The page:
Legalisation has long been taboo for governments who aligned with the US anti drug policy, heavily dependent on law enforcement and prohibition.

This is still considered the orthodox approach and it is supported by conservatives and the Catholic Church.

But more and more leaders, like Guatemalan president Otto Perez Molina and former Mexican president Vicente Fox, are asking to discuss decriminalising some drugs in an attempt to undermine the cartels.

Marijuana use has reportedly doubled in Uruguay over the past year. An estimated 22 tonnes of marijuana are being sold in the country annually, according to Uruguay's National Drugs Committee.

But Gerardo Amarilla of the opposition National Party said the government was "playing with fire" given the health risks he said were linked to marijuana use.

All eyes were on Dario Perez, a member of the governing coalition but a strong opponent of the bill, whose vote could have scuppered the bill.

During his 20-minute speech, Mr Perez reiterated his belief that the issue should be put to a referendum and not have been "imposed" by the government.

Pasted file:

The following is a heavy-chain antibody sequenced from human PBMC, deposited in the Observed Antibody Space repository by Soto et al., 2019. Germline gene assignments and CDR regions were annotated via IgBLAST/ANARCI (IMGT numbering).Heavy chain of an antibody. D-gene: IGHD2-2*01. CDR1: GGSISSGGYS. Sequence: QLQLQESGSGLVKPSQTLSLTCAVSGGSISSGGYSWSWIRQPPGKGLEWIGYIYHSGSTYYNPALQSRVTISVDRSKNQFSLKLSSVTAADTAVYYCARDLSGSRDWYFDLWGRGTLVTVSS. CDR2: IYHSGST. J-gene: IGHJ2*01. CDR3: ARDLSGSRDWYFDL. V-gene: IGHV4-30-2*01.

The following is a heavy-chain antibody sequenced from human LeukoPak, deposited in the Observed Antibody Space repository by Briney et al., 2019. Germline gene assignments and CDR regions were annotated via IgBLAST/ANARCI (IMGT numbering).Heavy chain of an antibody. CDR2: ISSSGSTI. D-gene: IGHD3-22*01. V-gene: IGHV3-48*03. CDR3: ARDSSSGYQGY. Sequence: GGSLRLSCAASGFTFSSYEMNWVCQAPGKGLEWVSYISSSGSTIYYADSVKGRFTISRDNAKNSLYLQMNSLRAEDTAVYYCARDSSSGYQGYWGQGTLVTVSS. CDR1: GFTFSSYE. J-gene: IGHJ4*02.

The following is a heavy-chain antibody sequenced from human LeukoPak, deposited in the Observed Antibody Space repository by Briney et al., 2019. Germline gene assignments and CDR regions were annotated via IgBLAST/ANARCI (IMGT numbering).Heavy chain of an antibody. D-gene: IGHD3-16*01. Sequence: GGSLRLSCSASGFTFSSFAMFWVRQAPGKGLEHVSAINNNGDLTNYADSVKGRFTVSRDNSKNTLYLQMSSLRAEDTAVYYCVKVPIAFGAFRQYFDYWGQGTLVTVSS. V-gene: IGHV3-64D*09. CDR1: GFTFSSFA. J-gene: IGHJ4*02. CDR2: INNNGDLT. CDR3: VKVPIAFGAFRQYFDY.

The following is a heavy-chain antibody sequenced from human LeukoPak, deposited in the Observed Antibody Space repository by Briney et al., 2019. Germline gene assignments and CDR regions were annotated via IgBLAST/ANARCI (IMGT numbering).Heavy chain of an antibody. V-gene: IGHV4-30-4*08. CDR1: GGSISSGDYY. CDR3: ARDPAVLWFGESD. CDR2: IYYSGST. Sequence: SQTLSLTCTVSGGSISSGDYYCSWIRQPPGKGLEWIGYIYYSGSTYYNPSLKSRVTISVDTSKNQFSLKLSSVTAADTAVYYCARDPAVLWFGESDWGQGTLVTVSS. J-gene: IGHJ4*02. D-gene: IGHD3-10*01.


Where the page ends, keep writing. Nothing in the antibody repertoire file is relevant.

But to applause by supporters of the bill in the public gallery, he finally concluded that as long as he was a member of the coalition, he would vote with it, despite his personal misgivings.

The bill is now expected to be approved by the Senate, where the left-wing government has a bigger majority.

But opposition politicians said that even if the law made it through the senate, they would launch a petition to have it overturned.

A survey carried out before the vote by polling organisation Cifra suggested 63% of Uruguayans opposed the bill.

Papal opposition

The progress of the bill is being watched closely across the region, says BBC Mundo correspondent in the region Ignacio de los Reyes.

Uruguayan President Jose Mujica on a visit to Cuba on 25 July 2013 President Jose Mujica says he has never tried marijuana but believes it should be legalised